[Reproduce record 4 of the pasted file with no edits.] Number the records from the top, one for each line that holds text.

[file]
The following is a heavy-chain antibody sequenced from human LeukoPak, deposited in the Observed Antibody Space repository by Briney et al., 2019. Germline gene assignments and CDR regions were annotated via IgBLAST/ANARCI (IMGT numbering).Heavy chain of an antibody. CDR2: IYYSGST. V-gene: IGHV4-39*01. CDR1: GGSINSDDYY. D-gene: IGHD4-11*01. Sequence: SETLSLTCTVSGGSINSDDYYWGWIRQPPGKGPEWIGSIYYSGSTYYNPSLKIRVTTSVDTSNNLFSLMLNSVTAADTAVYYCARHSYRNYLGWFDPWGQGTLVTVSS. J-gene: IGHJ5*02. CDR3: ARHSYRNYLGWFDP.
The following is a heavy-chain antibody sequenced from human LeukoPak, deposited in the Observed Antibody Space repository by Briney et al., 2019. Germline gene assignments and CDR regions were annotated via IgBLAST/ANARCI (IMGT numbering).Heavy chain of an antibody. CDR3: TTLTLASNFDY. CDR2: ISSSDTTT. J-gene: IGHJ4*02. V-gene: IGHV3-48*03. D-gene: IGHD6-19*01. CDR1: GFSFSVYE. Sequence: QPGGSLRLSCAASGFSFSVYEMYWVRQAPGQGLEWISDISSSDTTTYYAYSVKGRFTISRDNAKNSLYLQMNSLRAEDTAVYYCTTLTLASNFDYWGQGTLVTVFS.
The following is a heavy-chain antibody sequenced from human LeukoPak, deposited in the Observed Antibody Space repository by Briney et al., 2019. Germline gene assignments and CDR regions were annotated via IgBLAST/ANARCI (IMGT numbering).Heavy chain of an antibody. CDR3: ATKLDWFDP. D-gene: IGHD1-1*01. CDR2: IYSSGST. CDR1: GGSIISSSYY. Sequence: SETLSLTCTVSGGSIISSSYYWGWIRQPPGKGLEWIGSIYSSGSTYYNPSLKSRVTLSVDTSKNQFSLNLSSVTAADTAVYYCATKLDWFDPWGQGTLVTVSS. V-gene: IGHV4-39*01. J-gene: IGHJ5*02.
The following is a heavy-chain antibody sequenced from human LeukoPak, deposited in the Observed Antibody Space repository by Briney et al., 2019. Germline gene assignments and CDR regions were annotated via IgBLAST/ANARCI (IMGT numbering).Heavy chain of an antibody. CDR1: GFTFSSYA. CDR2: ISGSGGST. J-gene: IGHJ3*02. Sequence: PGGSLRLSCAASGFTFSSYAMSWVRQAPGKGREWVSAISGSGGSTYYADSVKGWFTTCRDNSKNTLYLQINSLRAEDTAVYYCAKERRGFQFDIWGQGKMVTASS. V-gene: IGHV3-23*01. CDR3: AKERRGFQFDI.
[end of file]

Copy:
The following is a heavy-chain antibody sequenced from human LeukoPak, deposited in the Observed Antibody Space repository by Briney et al., 2019. Germline gene assignments and CDR regions were annotated via IgBLAST/ANARCI (IMGT numbering).Heavy chain of an antibody. CDR1: GFTFSSYA. CDR2: ISGSGGST. J-gene: IGHJ3*02. Sequence: PGGSLRLSCAASGFTFSSYAMSWVRQAPGKGREWVSAISGSGGSTYYADSVKGWFTTCRDNSKNTLYLQINSLRAEDTAVYYCAKERRGFQFDIWGQGKMVTASS. V-gene: IGHV3-23*01. CDR3: AKERRGFQFDI.